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Current and high-\(\beta \) sheets in CIR streams: statistics and interaction with the HCS and the magnetosphere

  • A. S. Potapov
Original Article
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Abstract

Thirty events of CIR streams (corotating interaction regions between fast and slow solar wind) were analyzed in order to study statistically plasma structure within the CIR shear zones and to examine the interaction of the CIRs with the heliospheric current sheet (HCS) and the Earth’s magnetosphere. The occurrence of current layers and high-beta plasma sheets in the CIR structure has been estimated. It was found that on average, each of the CIR streams had four current layers in its structure with a current density of more than \(0.12~\mbox{A}/\mbox{m}^{2}\) and about one and a half high-beta plasma regions with a beta value of more than five. Then we traced how and how often the high-speed stream associated with the CIR can catch up with the heliospheric current sheet (HCS) and connect to it. The interface of each fourth CIR stream coincided in time within an hour with the HCS, but in two thirds of cases, the CIR connection with the HCS was completely absent. One event of the simultaneous observation of the CIR stream in front of the magnetosphere by the ACE satellite in the vicinity of the \(L1\) libration point and the Wind satellite in the remote geomagnetic tail was considered in detail. Measurements of the components of the interplanetary magnetic field and plasma parameters showed that the overall structure of the stream is conserved. Moreover, some details of the fine structure are also transferred through the magnetosphere. In particular, the so-called “magnetic hole” almost does not change its shape when moving from \(L1\) point to a neighborhood of \(L2\) point.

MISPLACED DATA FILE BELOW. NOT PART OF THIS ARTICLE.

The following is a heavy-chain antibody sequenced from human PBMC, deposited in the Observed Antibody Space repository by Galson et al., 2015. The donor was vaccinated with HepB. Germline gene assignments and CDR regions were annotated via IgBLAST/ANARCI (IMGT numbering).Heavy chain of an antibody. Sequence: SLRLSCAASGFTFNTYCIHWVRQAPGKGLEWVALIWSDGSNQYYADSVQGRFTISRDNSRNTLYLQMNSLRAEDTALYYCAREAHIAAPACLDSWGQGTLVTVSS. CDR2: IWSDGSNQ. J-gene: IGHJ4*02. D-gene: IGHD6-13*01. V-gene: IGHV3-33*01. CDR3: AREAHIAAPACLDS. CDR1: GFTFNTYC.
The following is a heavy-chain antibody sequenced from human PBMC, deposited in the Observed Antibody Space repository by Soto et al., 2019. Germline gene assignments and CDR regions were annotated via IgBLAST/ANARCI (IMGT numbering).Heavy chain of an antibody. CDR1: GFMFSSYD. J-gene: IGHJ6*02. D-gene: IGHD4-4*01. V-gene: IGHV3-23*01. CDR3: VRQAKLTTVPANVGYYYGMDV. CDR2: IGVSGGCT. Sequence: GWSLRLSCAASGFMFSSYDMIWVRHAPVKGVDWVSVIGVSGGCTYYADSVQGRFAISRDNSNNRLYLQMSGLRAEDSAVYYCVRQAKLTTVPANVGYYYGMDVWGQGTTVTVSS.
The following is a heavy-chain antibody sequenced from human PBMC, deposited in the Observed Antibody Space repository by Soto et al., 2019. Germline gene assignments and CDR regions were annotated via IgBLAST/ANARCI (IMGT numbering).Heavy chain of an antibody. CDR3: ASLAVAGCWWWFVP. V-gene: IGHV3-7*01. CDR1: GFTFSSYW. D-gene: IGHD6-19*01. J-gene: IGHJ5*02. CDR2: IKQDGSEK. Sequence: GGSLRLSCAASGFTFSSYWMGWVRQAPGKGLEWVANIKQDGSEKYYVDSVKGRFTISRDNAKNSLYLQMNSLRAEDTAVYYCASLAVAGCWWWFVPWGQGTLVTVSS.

Keywords

Solar wind Current sheet High-beta plasma sheet Magnetosphere Interplanetary magnetic field Solar wind stream 

Notes

Acknowledgements

The study was carried out as a part of the State Task 2018, project No. 007-00163-18-00 and was partially supported by grants 16-05-00631 and 16-05-00056 of the Russian Foundation for Basic Research. The solar wind and interplanetary magnetic field data were downloaded from the CDAWeb database (https://cdaweb.sci.gsfc.nasa.gov/). Author thanks the teams of ACE and Wind projects for the opportunity to use the data of these space observatories. Author is grateful to L.V. Ryzhakova for her help in data processing. Author thanks the referee for careful reading of the manuscript and constructive comments that helped to improve the manuscript.

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© Springer Science+Business Media B.V., part of Springer Nature 2018

Authors and Affiliations

  1. 1.Institute of Solar-Terrestrial Physics SB RASIrkutskRussia

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